T helper type 2-biased natural killer cell phenotype in patients with pemphigus vulgaris

Hayato Takahashi, Masayuki Amagai, Akiko Tanikawa, Shigeaki Suzuki, Yasuo Ikeda, Takeji Nishikawa, Yutaka Kawakami, Masataka Kuwana

Research output: Contribution to journalArticle

32 Citations (Scopus)

Abstract

Pemphigus vulgaris (PV) is an autoantibody-mediated bullous disease, but the role of natural killer (NK) cells in its pathogenic process has never been examined in detail. Circulating CD56+CD3- NK cells as well as CD69+-activated NK cells were increased in PV patients compared with healthy controls and patients with other autoantibody-mediated autoimmune diseases, including immune thrombocytopenic purpura and myasthenia gravis. Gene expression analysis of highly purified NK cells demonstrated an increased expression of IL-10 and decreased expression of IL-12Rβ2, perforin, and granzyme B ex vivo in PV patients versus healthy controls. The NK cells from PV patients also showed impaired signal transducer and activator of transduction4 phosphorylation upon in vitro IL-12 stimulation. Moreover, NK cells from PV patients exhibited reduced IL-10 production in response to in vitro stimulation with IL-2/IL-12. Finally, IL-5 expression in NK cells was exclusively detected ex vivo in PV patients with active disease, and was lost in subsequent analyses performed during disease remission. Together these findings suggest that NK cells contribute to a T helper type 2-biased immune response in PV patients through impaired IL-12 signaling and an upregulation of IL-10 and IL-5.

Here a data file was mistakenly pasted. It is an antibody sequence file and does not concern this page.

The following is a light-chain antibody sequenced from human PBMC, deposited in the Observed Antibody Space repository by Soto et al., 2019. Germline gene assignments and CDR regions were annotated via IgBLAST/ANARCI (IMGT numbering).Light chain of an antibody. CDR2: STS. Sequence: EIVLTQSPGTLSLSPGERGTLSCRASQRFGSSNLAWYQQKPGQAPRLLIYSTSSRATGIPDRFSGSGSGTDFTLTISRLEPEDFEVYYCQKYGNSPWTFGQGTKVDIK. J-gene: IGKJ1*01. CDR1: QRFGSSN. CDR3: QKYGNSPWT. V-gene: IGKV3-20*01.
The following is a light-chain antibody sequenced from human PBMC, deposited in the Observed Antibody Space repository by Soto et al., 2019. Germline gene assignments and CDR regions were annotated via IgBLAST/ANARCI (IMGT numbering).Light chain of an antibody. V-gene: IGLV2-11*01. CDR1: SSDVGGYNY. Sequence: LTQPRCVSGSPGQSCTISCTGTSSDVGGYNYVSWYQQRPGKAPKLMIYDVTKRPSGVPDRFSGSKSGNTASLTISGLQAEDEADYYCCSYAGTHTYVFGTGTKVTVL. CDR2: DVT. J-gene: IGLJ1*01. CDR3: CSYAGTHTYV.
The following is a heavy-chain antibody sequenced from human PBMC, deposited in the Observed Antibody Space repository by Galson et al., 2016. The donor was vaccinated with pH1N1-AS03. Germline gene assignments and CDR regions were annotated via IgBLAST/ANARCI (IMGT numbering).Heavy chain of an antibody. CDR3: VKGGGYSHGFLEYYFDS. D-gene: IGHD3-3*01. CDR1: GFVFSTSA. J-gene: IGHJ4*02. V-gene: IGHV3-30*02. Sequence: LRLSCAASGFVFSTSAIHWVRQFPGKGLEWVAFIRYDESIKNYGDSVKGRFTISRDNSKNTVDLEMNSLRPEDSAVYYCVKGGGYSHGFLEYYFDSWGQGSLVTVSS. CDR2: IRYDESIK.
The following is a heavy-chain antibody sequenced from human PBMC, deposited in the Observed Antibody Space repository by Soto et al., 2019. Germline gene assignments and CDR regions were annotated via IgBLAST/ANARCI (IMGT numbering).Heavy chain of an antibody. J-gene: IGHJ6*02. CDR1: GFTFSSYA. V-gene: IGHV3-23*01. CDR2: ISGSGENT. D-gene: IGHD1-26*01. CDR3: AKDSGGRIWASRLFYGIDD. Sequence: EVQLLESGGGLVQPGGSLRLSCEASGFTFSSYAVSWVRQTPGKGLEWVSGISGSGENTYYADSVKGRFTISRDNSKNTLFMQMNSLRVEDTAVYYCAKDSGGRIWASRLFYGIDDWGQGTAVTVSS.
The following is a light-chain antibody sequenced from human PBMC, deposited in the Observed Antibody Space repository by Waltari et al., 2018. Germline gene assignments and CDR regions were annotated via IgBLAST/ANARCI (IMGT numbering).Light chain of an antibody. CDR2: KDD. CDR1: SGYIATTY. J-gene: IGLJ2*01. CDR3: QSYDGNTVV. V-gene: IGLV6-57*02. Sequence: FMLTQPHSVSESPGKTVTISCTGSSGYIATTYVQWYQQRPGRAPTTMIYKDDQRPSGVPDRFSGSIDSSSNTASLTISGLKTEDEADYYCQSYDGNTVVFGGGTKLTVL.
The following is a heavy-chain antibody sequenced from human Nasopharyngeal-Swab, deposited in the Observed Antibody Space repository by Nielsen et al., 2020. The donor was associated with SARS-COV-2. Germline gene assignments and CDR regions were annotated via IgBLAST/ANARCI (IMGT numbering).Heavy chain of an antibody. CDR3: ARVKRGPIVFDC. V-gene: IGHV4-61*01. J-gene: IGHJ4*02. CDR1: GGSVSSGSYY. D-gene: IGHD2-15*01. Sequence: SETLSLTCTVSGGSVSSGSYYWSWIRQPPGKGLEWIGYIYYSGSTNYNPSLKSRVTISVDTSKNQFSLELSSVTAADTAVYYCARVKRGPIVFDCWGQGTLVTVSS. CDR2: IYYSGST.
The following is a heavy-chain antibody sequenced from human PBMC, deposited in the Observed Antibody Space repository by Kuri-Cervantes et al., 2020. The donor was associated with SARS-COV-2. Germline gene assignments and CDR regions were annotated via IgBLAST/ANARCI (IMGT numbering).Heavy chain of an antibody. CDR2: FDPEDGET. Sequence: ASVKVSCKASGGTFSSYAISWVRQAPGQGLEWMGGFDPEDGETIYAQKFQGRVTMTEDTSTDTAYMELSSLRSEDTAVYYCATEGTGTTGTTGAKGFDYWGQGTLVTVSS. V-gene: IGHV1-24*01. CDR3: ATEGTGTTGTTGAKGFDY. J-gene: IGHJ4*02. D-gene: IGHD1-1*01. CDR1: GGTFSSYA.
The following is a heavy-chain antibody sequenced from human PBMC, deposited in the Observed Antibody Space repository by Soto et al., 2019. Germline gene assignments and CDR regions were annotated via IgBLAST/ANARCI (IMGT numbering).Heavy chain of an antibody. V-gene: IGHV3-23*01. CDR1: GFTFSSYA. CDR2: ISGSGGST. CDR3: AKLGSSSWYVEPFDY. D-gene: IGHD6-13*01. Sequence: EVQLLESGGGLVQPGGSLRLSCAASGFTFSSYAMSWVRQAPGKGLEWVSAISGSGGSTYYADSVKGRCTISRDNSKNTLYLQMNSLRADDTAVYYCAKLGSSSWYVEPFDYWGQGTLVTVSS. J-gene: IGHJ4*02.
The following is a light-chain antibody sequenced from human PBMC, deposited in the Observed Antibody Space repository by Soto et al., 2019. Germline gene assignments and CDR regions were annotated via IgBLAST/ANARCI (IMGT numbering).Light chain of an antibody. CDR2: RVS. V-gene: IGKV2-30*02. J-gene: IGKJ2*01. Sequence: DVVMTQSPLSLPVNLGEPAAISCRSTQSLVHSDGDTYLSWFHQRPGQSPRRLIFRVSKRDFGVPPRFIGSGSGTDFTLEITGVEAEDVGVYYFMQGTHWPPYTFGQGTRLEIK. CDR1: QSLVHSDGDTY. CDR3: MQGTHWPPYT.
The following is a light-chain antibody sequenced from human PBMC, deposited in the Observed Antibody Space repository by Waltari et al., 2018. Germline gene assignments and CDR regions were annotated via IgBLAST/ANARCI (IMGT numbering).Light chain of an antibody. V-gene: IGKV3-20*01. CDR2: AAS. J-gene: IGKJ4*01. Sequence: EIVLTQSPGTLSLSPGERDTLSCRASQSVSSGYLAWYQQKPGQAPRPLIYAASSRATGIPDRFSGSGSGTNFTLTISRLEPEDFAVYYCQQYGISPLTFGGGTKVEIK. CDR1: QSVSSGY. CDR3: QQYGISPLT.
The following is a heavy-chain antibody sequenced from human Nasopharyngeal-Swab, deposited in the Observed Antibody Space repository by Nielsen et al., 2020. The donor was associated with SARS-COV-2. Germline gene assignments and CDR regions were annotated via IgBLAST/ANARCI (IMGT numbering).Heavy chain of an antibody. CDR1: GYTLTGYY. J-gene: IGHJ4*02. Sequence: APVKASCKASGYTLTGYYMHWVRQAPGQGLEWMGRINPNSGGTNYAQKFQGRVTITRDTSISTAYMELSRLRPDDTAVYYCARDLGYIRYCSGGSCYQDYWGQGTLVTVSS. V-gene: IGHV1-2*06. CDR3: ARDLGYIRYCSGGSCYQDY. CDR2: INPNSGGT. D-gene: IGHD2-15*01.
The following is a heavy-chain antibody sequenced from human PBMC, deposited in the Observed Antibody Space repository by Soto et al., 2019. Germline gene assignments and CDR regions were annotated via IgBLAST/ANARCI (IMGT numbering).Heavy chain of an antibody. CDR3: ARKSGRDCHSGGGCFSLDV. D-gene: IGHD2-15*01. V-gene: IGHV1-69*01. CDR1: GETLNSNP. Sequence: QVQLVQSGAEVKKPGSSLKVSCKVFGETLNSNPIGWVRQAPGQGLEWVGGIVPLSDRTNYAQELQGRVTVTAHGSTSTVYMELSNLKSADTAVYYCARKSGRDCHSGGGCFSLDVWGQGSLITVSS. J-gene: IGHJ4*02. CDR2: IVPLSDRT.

Original languageEnglish
Pages (from-to)324-330
Number of pages7
JournalJournal of Investigative Dermatology
Volume127
Issue number2
DOIs
Publication statusPublished - 2007 Feb 1

ASJC Scopus subject areas

  • Biochemistry
  • Molecular Biology
  • Dermatology
  • Cell Biology

Fingerprint Dive into the research topics of 'T helper type 2-biased natural killer cell phenotype in patients with pemphigus vulgaris'. Together they form a unique fingerprint.

  • Cite this